When The Digital Antiquarian released his System Shock retrospective earlier this year, I was in awe. System Shock was one of my favorite games back in the day, and yes, in the quarrel between id Software’s DOOM and Looking Glass’s System Shock, I was siding with the latter. I was so much more for immersion and storyline than shoot ’em-ups. The Antiquarian article is excellent. If you’re into gaming history or, really, into computer’s history, I urge you to read it all.

As I read Maher’s post, I thought it would be great to fetch the original System Shock box from my sparse collection of now ancient video games and keep it by my side as I kept reading (I am known for lending myself to such romantic gestures.) I reached for the bookshelf. Microprose’s Falcon 3.0 was there along with Origin’s Ultima VII Serpent Isle and a few others, but System Shock was missing. It was released in 1994. I was 24. A lot of time has passed since then, but heck, I was sure I bought that game at the time. I have fond memories of many thrilling nights exploring the SHODAN-controlled space station. In the following days, I spent quite some time rummaging through all my belongings: bookshelves, drawers, garage shelves, even the cellar to no avail. The System Shock box was lost. Along with the careless disposal of Charlie, my Commodore 64, the loss of System Shock was one of my computer griefs.

Then, yesterday I went to visit my parents at their place. I was with Anna, my third kid. We were chatting about what sons and parents usually talk about on Christmas break when my dad mentioned that he’d been reordering stuff around the house and that I should probably take a close look at a couple of boxes he put aside for me. They contained old things from when I lived with them. I went to check on them. You never know; there might be some memorabilia like the comics or the books I used to read. Imagine my surprise when the original System Shock box surfaced out of the first box. Oh, joy! Best Dad’s Christmas present ever1.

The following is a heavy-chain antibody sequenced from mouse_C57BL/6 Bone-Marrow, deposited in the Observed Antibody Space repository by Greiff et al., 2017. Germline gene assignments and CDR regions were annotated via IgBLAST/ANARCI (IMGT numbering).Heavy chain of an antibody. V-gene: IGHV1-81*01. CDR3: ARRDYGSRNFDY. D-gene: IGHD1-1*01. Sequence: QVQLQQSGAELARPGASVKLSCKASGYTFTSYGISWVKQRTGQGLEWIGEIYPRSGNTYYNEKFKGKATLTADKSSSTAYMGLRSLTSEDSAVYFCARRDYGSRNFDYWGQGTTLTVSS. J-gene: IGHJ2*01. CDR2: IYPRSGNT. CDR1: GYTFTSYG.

System Shock Box

  1. The original price tag is still there. In 1994, the damn thing cost a whopping 139.900 Italian Lire (€72). Pirating was wild in those days, and I won’t negate that most of my mojo came from dark channels back then, but when a worthy game appeared, I was ready to pay homage to the authors. [rss]: https://nicolaiarocci.com/index.xml [tw]: http://twitter.com/nicolaiarocci [nl]: https://buttondown.email/nicolaiarocci ↩︎